He exudes a mighty golden radiance that he disperses, illuminating heaven, earth, and air. He raises his strong golden arms, which extend to the ends of the earth and arouse and bless all beings. He drives his golden car on a downward and upward path, seeing all creatures.
Savitr, yellow-haired and gleaming with the sun's rays, raises his light from the east incessantly. His ancient air paths are dustless and easy to travel, and he protects his worshippers on them; for he transports the departed spirit to where the righteous dwell. He removes evil dreams and cleanses men of sin; he casts out demons and sorcerers. He follows established rules; the waters and the wind are subject to him.
The other gods follow him, and no being can stand in his way. He is besought in one stanza (iii. 62, 10) to stimulate the thoughts of worshippers who want to think of the glory of god Savitr. This is the famous Savitri stanza, which has been used as a morning prayer in India for over three thousand years. Savitr is frequently distinguished from Surya (vii. 63), such as when he is said to shine with the Sun's rays, to impel the Sun, or to declare men sinless to the Sun. In other passages, however, it is difficult to distinguish between the two deities.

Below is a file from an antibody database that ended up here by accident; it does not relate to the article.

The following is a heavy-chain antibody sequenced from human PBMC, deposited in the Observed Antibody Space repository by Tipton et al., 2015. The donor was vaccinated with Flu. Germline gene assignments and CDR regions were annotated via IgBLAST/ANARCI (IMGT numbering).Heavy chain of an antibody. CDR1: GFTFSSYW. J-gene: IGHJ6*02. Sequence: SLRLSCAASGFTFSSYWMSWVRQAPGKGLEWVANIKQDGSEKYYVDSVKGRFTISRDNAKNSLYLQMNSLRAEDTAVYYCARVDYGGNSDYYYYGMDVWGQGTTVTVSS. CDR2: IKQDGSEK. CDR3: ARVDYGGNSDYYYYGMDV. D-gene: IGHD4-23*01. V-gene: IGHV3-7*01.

Savitr is associated with both the evening and the morning, because at his command, night falls and all beings rest.
The word Savitr is derived from the root su, which means to stimulate, and is almost always used with it in such a way that it forms a perpetual play on the god's name. Nearly half of the time, the name is followed by devá god, which means 'Stimulator god.' As the great stimulator of life and motion in the world, he was originally a solar deity.
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